NASA Will Consider Adding Crew to Next-Gen Rocket's Debut Launch

Alicia Guzman
February 27, 2017

NASA is working on a risk analysis report over sending astronauts on the maiden flight of the most powerful rocket - the Space Launch System or SLS in the integrated flight with the Orion spacecraft.

But NASA's acting administrator Robert Lightfoot asked on February 15 for the space agency to study the feasibility of putting people on board, and the findings of that study are expected in the coming months.

The prospective mission would have a two-member crew fly in an Orion capsule on an eight- to nine-day mission around the moon, similar to the flight of Apollo 8 in 1968.

But such a change may be easier said than done. It is building new deep space capabilities to take humans farther into the solar system, to Mars. And that testing won't be cheap.

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The Orion spacecraft has not been fully upgraded to support human passengers since its first test flight in December 2014 (atop a United Launch Alliance Delta IV Heavy rocket).

And money alone won't get the job done.

The Trump administration has directed NASA to study whether it is feasible to fly astronauts on the debut flight of the agency's heavy-lift rocket, a mission now planned to be unmanned and targeted to launch in late 2018, officials said on Friday.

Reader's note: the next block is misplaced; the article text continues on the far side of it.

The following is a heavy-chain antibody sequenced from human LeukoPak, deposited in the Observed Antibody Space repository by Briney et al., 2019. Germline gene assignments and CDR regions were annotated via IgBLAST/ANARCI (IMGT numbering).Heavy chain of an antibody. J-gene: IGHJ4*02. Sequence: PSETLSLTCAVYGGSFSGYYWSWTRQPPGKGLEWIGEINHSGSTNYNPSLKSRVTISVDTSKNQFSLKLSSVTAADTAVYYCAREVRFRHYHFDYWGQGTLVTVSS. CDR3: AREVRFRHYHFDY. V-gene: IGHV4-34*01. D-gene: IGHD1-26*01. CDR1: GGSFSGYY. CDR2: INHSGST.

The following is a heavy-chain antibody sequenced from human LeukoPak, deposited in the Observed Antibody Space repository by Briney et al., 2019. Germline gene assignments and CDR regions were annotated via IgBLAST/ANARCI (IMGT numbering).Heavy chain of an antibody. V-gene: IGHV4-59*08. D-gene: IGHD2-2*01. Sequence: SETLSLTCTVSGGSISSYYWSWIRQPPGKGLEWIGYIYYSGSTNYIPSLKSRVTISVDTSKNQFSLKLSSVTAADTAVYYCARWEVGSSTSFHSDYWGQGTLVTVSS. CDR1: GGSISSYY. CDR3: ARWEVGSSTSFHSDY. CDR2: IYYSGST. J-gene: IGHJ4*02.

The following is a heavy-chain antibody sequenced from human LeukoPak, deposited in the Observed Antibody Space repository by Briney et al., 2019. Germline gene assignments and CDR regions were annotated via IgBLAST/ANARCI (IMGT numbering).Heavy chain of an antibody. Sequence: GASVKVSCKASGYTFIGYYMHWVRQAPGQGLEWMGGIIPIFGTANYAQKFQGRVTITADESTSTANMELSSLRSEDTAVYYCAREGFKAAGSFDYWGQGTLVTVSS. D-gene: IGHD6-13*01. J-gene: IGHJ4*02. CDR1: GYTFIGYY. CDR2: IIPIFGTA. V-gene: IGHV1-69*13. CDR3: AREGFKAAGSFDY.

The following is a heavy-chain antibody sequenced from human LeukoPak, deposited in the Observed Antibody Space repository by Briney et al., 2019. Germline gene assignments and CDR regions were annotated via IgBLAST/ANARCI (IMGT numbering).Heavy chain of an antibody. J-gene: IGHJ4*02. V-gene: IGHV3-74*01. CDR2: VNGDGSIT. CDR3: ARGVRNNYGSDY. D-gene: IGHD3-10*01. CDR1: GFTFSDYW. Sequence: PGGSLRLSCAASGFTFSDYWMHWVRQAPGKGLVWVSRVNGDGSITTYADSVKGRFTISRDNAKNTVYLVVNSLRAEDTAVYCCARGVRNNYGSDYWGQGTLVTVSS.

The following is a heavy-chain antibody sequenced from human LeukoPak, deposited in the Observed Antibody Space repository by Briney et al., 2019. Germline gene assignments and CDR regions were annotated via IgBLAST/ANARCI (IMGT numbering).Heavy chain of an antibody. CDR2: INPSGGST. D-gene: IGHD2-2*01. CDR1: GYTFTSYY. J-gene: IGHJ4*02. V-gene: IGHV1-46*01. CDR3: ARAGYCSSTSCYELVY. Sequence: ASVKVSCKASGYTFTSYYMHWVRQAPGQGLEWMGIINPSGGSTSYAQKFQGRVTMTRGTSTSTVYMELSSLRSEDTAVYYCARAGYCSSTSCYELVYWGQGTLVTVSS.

While the new mission wouldn't be filled with groundbreaking scientific firsts like its predecessor was almost 50 years ago, it could offer advantages to NASA.

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The feasibility study will also determine how much more time and funding would be required for the mission, should it include a crew. At least a lunar flyby at the earliest is expected by the administration.

Quartz writer Tim Fernholz raises another question: Is this the best use of taxpayers dollars, given the rise of private space companies?

"We recognize this will be an increased risk", said Mr. Gerstenmaier "We take that increased risk, and we take it against the benefits we gain by doing this, and we say, 'Is that something that is worthwhile for us to go and do?' Then we have an agency-wide discussion on whether this is an appropriate risk for us to take". "If the benefits warrant assumption of additional risk, we expect NASA to clearly and openly articulate their decision-processing rationale", Patricia Sanders, head of the Aerospace Safety Advisory Panel, said at a meeting at the Kennedy Space Center in Florida.

Flying astronauts on a rocket's debut flight would be a departure from NASA precedence.

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